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Laura Gunn
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Re: Compressed Air Testing
Laura Gunn   11/8/2013 10:55:03 AM
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That is funny! But... You are so on point. I really appreciate your article, as you said, the discussion on the subject is far too minimal. Hopefully your simple question will get some folks thinking.

CMathas
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Re: Compressed Air Testing
CMathas   11/8/2013 10:46:19 AM
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Thanks Laura - when I first read of this device, what rapidly came to mind was that anything under pressure coming through a tube should be somewhat suspect. You'll all probably laugh, but it's the reason I don't have a water/ice dispenser on my refrigerator door. I kept thinking, "How clean can that be?"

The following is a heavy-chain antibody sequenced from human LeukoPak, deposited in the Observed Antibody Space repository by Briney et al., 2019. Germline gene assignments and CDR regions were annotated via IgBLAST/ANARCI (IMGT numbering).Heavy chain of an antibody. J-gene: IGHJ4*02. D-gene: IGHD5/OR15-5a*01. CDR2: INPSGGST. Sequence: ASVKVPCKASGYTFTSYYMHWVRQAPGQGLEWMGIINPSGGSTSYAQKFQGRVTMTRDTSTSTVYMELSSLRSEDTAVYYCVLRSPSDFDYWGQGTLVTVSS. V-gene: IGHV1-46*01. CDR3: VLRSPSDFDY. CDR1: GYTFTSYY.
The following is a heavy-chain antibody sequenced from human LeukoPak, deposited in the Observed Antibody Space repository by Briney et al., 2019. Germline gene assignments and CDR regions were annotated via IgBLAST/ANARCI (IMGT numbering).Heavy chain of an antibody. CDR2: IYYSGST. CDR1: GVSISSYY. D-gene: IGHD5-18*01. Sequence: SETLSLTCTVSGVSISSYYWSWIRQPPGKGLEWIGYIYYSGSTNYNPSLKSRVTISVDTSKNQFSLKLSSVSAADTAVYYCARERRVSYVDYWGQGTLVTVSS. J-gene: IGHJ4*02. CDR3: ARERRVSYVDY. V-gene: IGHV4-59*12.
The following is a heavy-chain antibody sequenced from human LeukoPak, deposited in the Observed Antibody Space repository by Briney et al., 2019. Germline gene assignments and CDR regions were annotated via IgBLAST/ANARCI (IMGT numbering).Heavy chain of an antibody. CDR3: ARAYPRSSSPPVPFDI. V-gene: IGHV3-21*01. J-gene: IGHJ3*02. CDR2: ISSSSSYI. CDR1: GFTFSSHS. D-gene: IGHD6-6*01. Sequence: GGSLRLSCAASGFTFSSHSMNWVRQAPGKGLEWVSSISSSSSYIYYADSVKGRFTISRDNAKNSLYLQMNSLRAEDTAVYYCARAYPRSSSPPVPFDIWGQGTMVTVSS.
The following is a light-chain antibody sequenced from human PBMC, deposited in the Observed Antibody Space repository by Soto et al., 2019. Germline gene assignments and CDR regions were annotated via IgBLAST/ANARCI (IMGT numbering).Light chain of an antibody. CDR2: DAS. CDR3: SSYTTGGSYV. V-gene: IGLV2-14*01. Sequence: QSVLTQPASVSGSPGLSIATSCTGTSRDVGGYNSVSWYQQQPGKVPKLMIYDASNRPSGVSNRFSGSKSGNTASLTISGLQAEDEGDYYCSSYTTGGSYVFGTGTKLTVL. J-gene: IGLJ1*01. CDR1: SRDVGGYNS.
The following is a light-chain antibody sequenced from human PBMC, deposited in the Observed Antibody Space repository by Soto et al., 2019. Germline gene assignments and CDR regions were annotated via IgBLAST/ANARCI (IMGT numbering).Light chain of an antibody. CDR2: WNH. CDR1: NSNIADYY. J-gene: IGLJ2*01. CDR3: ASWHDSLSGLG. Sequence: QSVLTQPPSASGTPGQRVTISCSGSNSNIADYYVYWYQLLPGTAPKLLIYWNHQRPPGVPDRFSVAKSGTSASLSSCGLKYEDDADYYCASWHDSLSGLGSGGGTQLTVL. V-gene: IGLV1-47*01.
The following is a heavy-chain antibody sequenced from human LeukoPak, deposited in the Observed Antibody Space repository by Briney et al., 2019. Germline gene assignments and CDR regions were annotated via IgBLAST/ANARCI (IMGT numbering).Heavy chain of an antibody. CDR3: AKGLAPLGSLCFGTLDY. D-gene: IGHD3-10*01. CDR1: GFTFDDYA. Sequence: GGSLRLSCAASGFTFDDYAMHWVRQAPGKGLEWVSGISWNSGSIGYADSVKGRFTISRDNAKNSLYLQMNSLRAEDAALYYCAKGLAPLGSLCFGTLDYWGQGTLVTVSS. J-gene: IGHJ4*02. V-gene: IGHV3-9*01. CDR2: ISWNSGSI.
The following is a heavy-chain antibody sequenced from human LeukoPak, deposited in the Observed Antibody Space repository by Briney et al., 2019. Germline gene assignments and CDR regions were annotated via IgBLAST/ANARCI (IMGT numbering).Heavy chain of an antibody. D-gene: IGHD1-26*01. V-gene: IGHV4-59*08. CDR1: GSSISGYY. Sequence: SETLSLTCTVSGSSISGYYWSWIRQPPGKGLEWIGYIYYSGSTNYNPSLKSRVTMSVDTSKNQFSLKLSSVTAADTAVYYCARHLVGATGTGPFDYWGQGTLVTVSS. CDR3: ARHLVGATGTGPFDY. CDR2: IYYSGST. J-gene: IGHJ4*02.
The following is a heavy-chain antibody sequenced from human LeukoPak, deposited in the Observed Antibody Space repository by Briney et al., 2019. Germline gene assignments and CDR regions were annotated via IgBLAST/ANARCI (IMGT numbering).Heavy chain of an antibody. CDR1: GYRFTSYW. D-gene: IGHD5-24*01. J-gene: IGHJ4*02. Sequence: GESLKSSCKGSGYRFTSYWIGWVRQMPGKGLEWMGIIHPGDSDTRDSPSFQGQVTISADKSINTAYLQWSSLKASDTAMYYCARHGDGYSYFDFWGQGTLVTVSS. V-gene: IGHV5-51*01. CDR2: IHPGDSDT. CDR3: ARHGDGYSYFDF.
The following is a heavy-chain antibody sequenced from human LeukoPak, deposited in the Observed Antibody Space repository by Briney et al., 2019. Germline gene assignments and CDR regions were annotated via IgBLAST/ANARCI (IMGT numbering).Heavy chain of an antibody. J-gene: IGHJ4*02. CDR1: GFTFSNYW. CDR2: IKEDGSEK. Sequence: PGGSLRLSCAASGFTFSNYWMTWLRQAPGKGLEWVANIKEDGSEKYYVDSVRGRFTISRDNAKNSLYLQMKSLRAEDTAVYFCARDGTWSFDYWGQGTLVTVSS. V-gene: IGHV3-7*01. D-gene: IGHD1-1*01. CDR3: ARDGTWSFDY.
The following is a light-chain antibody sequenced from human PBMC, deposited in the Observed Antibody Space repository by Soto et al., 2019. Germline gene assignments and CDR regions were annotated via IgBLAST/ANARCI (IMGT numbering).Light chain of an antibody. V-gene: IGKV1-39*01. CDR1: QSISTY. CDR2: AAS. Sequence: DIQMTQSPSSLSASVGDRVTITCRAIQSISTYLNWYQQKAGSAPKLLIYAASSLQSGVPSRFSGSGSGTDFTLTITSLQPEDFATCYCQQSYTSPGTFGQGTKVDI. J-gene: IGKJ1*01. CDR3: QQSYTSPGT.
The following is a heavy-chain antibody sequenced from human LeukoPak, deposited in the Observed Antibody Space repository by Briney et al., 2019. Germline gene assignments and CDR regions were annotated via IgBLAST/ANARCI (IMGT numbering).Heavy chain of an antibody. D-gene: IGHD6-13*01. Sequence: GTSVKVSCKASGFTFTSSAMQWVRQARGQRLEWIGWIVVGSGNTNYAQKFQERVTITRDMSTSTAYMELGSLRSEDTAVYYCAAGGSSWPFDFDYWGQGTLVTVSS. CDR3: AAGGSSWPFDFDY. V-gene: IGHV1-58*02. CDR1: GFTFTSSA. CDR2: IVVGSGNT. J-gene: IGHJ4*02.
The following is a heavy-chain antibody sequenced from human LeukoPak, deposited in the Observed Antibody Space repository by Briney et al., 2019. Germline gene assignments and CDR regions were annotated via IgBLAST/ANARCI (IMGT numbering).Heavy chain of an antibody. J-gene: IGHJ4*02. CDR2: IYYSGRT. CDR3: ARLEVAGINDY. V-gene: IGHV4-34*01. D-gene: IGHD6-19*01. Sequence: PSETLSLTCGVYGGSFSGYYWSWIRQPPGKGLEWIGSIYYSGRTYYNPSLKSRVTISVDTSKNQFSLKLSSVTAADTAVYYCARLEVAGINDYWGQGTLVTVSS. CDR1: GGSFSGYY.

Yet, when I started to do some research for the article, I was amazed at the lack of discussion on this. Thanks for posting!

Laura Gunn
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Compressed Air Testing
Laura Gunn   11/8/2013 10:40:36 AM
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You make an excellent point Carolyn.  At this time there are no requirements that specifically address the testing of compressed air used in pharmaceutical or medical device manufacturing. SQF was the first group to require compressed air testing for food manufacturers in the US and that just began in 2012. Keep in mind that compressed air has been used in manufacturing for decades. Our company is looking forward to adding the CAMTU to our menu of options for the testing of microbiological contaminants.  Bravo Parker Balston!



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As data rates begin to move beyond 25 Gbps channels, new problems arise. Getting to 50 Gbps channels might not be possible with the traditional NRZ (2-level) signaling. PAM4 lets data rates double with only a small increase in channel bandwidth by sending two bits per symbol. But, it brings new measurement and analysis problems. Signal integrity sage Ransom Stephens will explain how PAM4 differs from NRZ and what to expect in design, measurement, and signal analysis.

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